Federal Question Jurisdiction Where State Claim Incorporates a Federal Standard As a Necessary Element of the Claim — Grable & Merrell Dow
Fen v. Philips Elecs. N. Am., 2015 U.S. Dist. LEXIS 18342 (E.D. Ky. Feb. 13, 2015):
District courts "have original jurisdiction of all civil actions arising [*9] under the Constitution, laws, or treaties of the United States." 28 U.S.C. § 1331 (emphasis added). A claim is said to 'arise under' federal law if a federal question is "presented on the face of the plaintiff's properly pleaded complaint." Caterpillar Inc. v. Williams, 482 U.S. 386, 392 (1987); Merrell Dow Pharm., Inc. v. Thompson, 478 U.S. 804, 808 (1986). "It is not enough that the plaintiff alleges some anticipated defense to his cause of action, and asserts that the defense is invalidated by some provision of the Constitution of the United States." Louisville & Nashville R.R. Co. v. Mottley, 211 U.S. 149, 152 (1908).
In the vast majority of federal question cases, this "well-pleaded complaint rule" is easily satisfied because federal law actually creates the cause of action. Merrell Dow, 478 U.S. at 808-809. However, a case may also 'arise under' federal law "'where the vindication of a right under state law necessarily turn[s] on some construction of federal law.'" Id. (quoting Franchise Tax Board v. Constr. Laborers Vacation Trust, 463 U.S. 1, 9 (1983)). Stated another way, it must "'appear[ ] that some substantial, disputed question of federal law is a necessary element of one of the well-pleaded state claims.'" Id. (quoting Franchise Tax Bd., 463 U.S. at 13). The "mere presence of a federal issue in a state cause of action does not automatically confer federal question jurisdiction." Id.
If the state claim incorporates a federal standard for which there is no private right of action, the inquiry becomes more difficult. [*10] In Merrell Dow v. Thompson, the Supreme Court of the United States considered whether a state negligence action, based in part on a pharmaceutical company's alleged violations of the FDCA, gave rise to federal question jurisdiction. 478 U.S. at 804. The Court answered this question in the negative, reasoning that "the congressional determination that there should be no federal remedy for the violation of this federal statute is tantamount to a congressional conclusion that the presence of a claimed violation of the statute as an element of a state cause of action is insufficiently 'substantial to confer federal question jurisdiction.'" Id. at 814.
Over the next twenty years, a circuit split developed as to whether Merrell Dow "always requires a federal cause of action as a condition for exercising federal-question jurisdiction," prompting the Court to revisit its federal question analysis. Grable & Sons Metal Prod., Inc. v. Darue Eng'g & Mfg. 545 U.S. 308, 311-12 (2005). In Grable, the Court considered "whether want of a federal cause of action to try claims of title to land obtained at a federal tax sale precludes removal to federal court of a state action with nondiverse parties raising a disputed issue of federal title law." Id. at 310. This time, the Court found that the case warranted federal [*11] jurisdiction because "Grable has premised its superior title claim on a failure by the IRS to give it adequate notice, as defined by federal law." Id. at 314-15. The notice question was not only a necessary element of Grable's state quiet title action, but also a substantial and disputed federal issue, as the parties disagreed on the meaning of 'notice' for purposes of federal tax law. Id. The Court further reasoned that it was possible to entertain the case "without disturbing any congressionally approved balance of federal and state judicial responsibilities" because so few state quiet title actions involve contested issues of federal law. Id. at 315.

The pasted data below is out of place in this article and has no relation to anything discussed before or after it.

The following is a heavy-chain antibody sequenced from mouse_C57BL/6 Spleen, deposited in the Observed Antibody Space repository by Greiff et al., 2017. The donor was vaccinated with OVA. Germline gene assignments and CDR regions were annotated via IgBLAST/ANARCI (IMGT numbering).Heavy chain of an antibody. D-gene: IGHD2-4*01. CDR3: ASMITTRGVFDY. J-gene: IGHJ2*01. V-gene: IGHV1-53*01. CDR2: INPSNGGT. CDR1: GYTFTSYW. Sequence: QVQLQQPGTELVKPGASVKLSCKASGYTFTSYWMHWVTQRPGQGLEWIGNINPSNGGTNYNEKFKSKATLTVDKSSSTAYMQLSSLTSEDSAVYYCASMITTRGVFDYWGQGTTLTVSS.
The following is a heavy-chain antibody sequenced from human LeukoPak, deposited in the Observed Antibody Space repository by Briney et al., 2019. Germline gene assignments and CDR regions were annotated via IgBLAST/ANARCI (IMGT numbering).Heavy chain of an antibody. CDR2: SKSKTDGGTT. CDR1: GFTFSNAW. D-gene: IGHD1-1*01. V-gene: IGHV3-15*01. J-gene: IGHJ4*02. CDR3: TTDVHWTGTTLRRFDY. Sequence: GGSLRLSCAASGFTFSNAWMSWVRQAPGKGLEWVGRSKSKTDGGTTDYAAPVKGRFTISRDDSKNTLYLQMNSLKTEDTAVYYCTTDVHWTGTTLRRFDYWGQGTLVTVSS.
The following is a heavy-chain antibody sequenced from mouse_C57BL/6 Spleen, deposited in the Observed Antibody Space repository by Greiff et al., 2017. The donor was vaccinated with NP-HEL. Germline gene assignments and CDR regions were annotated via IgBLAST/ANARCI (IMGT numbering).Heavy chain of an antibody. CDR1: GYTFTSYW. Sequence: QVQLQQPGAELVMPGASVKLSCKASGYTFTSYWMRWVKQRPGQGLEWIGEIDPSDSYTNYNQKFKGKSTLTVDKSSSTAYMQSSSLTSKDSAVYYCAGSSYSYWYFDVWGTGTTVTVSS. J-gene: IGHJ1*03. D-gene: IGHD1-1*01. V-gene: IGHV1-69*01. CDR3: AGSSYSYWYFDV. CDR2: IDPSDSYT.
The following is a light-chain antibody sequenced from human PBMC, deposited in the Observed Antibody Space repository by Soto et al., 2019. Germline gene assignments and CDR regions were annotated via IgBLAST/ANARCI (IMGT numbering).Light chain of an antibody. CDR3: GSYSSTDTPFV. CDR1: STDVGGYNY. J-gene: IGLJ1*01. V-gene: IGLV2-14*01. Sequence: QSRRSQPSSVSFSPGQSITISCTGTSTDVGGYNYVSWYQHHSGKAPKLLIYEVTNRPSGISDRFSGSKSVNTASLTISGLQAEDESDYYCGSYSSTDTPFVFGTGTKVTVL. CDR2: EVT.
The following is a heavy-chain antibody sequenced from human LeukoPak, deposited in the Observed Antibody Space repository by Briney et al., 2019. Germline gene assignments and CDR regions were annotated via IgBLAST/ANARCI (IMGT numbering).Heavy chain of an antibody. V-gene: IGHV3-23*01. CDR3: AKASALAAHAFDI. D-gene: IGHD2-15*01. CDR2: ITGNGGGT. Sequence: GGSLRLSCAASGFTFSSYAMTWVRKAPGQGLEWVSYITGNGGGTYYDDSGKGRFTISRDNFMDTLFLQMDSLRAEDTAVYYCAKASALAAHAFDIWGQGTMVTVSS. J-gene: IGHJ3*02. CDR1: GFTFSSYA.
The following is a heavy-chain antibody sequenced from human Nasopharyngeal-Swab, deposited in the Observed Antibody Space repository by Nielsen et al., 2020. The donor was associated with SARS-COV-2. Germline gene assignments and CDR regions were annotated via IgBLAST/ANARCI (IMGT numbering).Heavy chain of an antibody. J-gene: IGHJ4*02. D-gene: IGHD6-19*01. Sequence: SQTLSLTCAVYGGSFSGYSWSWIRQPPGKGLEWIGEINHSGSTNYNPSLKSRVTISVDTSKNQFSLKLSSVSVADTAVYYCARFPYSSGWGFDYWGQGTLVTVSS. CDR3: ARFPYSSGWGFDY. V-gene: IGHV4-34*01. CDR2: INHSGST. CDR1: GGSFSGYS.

The Court then turned its attention to Merrell Dow, clarifying that the case "should be read in its entirety as treating the absence of a federal private right of action as evidence relevant to, but not dispositive of the 'sensitive judgments about congressional intent' that § 1331 requires." Id. at 318. The absence of a private right of action became important in Merrell Dow "when the Court treated the combination of no federal cause of action and no preemption of state remedies for misbranding as an important clue to Congress's conception of the scope of jurisdiction [*12] to be exercised under § 1331." Id. Under the circumstances presented in Merrell Dow, the exercise of jurisdiction would have effectively opened the floodgates, "[f]or if the federal labeling standard without a federal cause of action could get a state claim into federal court, so could any other federal standard without a federal cause of action." Id. By contrast, "jurisdiction over actions like Grable's would not materially affect, or threaten to affect, the normal currents of litigation." Id. at 319.
Share this article: